By Patrick Talbot
Extraction Oil & Gas, Inc., proposes to drill 84 horizontal fracking wells in close proximity to densely populated residential communities, boulevards, parks, and our planned future Broomfield potable water source. Extraction was required to submit a Risk Management Plan as part of their Comprehensive Drilling Plan (CDP) to obtain permits to drill in Broomfield.
The current CDP identifies 14 risks for the 84 wells over the lifetime of the project. Twelve are cited as “unlikely” and two are deemed “rare.” “Unlikely” is defined as having a 3 percent- to-10 percent probability of occurring, and “rare” is defined as having a less than 2 percent chance of occurring.
These risks are far too high! Given that the risks are independent, in that occurrence of one does not increase or decrease the likelihood of occurrence of another, there is a 57 percent chance that one or more catastrophes will occur in Broomfield.
To better understand the validity of this risk data, look specifically at just one of the twelve catastrophic risks — Fire and Explosion. The COGCC data shows 116 incidents of fire and explosion from 2006 through 2015 when the average number of active wells was 42,500 in Colorado.
This is a catastrophe rate of .27 percent per well over ten years which can be extrapolated[P=1-(1.0027)3 ] to approximately .81 percent per well over 30 years. Based on this COGCC data, the cumulative risk for the 84 proposed wells (For 84 wells over 30 years, P = 1 – ( 1 – .0081)84) would be 49.5 percent over a 30-year period.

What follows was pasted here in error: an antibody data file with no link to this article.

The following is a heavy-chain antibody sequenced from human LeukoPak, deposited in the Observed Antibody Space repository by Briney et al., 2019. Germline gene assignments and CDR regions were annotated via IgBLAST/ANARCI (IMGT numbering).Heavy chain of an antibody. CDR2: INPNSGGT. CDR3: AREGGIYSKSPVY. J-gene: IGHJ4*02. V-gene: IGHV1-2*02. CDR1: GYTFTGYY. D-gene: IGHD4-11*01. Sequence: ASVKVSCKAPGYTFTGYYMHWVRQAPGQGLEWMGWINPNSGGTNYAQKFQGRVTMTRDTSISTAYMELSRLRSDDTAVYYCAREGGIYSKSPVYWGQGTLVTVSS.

This actual hazard rate is more than seven times higher than the assumed Extraction rate of an average 6.5 percent for this particular risk over 30 years. If other “unlikely” risks for catastrophic events are also underestimated by a factor of seven, catastrophic incidents in Broomfield will become a regular occurrence.
When oil and gas development occurs away from populated communities, the resultant injuries and damage to property are not as significant. However, due to more recent technological advances, Extraction is now capable of drilling 19 wells on a single pad in the midst of residential communities. If/when one of these catastrophic incidents occurs until on the proposed Livingston site, the resultant possibility for injury and property damage will be exceedingly greater.
The City of Broomfield must deny approval of the CDP and not issue permits until Extraction can show via in-depth analysis and successful real world implementation that they have mitigated these risks to protect the health, safety, and welfare of the residents of Broomfield.
Patrick Talbot is a resident of Broomfield.
This Guest Opinion is published in the 7/22/18 Broomfield Enterprise print edition but is not yet published online with a direct link. We will post the direct link when available but the indirect link to the e-edition can be found here with the Guest Opinion on pages 6 and 31. http://broomfieldenterprise.co.newsmemory.com/